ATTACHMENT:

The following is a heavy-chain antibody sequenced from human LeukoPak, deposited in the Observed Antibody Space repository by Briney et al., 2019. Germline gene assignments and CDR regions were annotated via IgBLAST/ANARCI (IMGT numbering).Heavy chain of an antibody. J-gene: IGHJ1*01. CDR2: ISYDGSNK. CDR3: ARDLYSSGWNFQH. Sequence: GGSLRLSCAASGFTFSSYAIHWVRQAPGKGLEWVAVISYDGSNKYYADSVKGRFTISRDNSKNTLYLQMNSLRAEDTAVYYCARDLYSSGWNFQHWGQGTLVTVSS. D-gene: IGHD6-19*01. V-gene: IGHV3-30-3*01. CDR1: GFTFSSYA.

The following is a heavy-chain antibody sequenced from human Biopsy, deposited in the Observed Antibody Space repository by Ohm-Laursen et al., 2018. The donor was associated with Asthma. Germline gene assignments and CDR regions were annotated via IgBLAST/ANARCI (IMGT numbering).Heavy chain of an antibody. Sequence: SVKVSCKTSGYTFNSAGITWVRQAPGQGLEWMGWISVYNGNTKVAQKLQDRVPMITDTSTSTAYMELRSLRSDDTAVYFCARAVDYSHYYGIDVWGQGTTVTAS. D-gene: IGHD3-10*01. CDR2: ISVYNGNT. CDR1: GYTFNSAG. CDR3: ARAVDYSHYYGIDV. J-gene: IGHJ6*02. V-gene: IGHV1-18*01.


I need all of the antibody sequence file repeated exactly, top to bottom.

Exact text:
The following is a heavy-chain antibody sequenced from human LeukoPak, deposited in the Observed Antibody Space repository by Briney et al., 2019. Germline gene assignments and CDR regions were annotated via IgBLAST/ANARCI (IMGT numbering).Heavy chain of an antibody. J-gene: IGHJ1*01. CDR2: ISYDGSNK. CDR3: ARDLYSSGWNFQH. Sequence: GGSLRLSCAASGFTFSSYAIHWVRQAPGKGLEWVAVISYDGSNKYYADSVKGRFTISRDNSKNTLYLQMNSLRAEDTAVYYCARDLYSSGWNFQHWGQGTLVTVSS. D-gene: IGHD6-19*01. V-gene: IGHV3-30-3*01. CDR1: GFTFSSYA.

The following is a heavy-chain antibody sequenced from human Biopsy, deposited in the Observed Antibody Space repository by Ohm-Laursen et al., 2018. The donor was associated with Asthma. Germline gene assignments and CDR regions were annotated via IgBLAST/ANARCI (IMGT numbering).Heavy chain of an antibody. Sequence: SVKVSCKTSGYTFNSAGITWVRQAPGQGLEWMGWISVYNGNTKVAQKLQDRVPMITDTSTSTAYMELRSLRSDDTAVYFCARAVDYSHYYGIDVWGQGTTVTAS. D-gene: IGHD3-10*01. CDR2: ISVYNGNT. CDR1: GYTFNSAG. CDR3: ARAVDYSHYYGIDV. J-gene: IGHJ6*02. V-gene: IGHV1-18*01.